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Collapse of wavefunction - how long it takes?

  1. Jan 23, 2010 #1
    Let's consider the following desitegration [tex] \pi^0 \rightarrow e^+ + e^- [/tex]. If measure the spin of electron we know the spin of positron but what if particles are far away. Is it still true. Does anyone measure the correlation of spins if the particles are really far off. Maybe we observe the correlation only because the two measurements aren't simultaneous.
     
  2. jcsd
  3. Jan 23, 2010 #2
    It is not physical, but informational process in collapse interpretations (CI, TI)
    In non collapse interpretations there is no collapse at all.
     
  4. Jan 24, 2010 #3

    Demystifier

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    Instead of a collapse time, one can talk about the decoherence time. It is typically very short, much shorter than most clocks can measure.
     
  5. Jan 24, 2010 #4
    ... but not always, for example, in the experiment with a superconductive ring with 2 opposite currents in suerposition. Because of the superconductivity, it can take minutes for the superposition to dissapear.
     
  6. Jan 24, 2010 #5

    f95toli

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    No, in flux qubits (which is what you are describing) the coherence times are typically tens of nanoseconds, maybe a microsecond or two at most.

    But a microsecond is still quite a a long time (most experiments are done using microwave electronics so the "time resolution" of the experiment is less than a ns) so this is still reasonably easy to measure,
     
  7. Jan 24, 2010 #6

    Fredrik

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    The measurement results are correlated like that even when the separation is spacelike (so that different observers disagree about which measurement was first).
     
  8. Jan 25, 2010 #7

    Demystifier

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    What you are talking about is a variant of the EPR "paradox".

    Yes it is.

    Yes, measurements of that sort have been performed many times. They all confirm the existence of nonlocal quantum correlations.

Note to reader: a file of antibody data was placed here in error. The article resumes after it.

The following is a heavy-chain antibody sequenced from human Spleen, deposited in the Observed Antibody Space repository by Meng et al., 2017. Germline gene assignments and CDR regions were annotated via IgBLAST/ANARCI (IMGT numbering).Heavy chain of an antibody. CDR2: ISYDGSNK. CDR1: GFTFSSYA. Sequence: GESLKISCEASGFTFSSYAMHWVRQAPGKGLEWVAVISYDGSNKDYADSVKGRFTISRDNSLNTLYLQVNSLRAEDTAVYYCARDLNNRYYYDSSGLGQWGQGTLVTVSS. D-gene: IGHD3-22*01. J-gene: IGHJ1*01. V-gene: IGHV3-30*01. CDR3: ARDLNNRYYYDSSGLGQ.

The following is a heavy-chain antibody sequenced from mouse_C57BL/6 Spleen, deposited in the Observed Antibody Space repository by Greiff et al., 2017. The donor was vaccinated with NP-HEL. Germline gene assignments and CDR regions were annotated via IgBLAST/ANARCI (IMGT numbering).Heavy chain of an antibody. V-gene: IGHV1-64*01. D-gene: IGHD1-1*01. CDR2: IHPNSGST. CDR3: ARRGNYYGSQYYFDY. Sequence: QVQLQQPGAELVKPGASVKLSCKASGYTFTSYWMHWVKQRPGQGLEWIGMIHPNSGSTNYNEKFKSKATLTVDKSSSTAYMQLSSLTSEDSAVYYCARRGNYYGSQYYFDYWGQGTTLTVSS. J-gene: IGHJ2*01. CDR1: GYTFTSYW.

No, the correlation can be observed even for simultaneous measurements.
     
  9. Jan 25, 2010 #8
    Could you give some examples. I wonder how people try to measure it. I simply still quite scepticall about it. Nonlocality seems to be too peculiar for me. Thanks.
     
  10. Jan 25, 2010 #9

    SpectraCat

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    Google "Einstein-Podolsky-Rosen Paradox", or simply EPR paradox. Google "Bell's Inequalilty" and "Bell's theorem" too while you're at it. Lotsa good stuff to read. You are not the only one confused/concerned/skeptical about it. :smile:
     
  11. Jan 25, 2010 #10

    Demystifier

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    See e.g.
    http://prl.aps.org/abstract/PRL/v47/i7/p460_1 [Broken]
     
    Last edited by a moderator: May 4, 2017
  12. Jan 25, 2010 #11
    This experiment shows only that Bell's inequality isn't fulfilled and quantum predictions are correct. But I think that one can't say that it proves that collapsion of wavefunction of two photons emited in singlet state is immidiate. They measure time difference only when distance between two polarizers was 6.5 m and in this situation the possible delay of wavefunction collapsion is about 0.2 ns. I don't think they could measure it - they neither prove nor disprove it! In my opinion one should increase the distance between the places of measurement to make this possible phenomena measurable.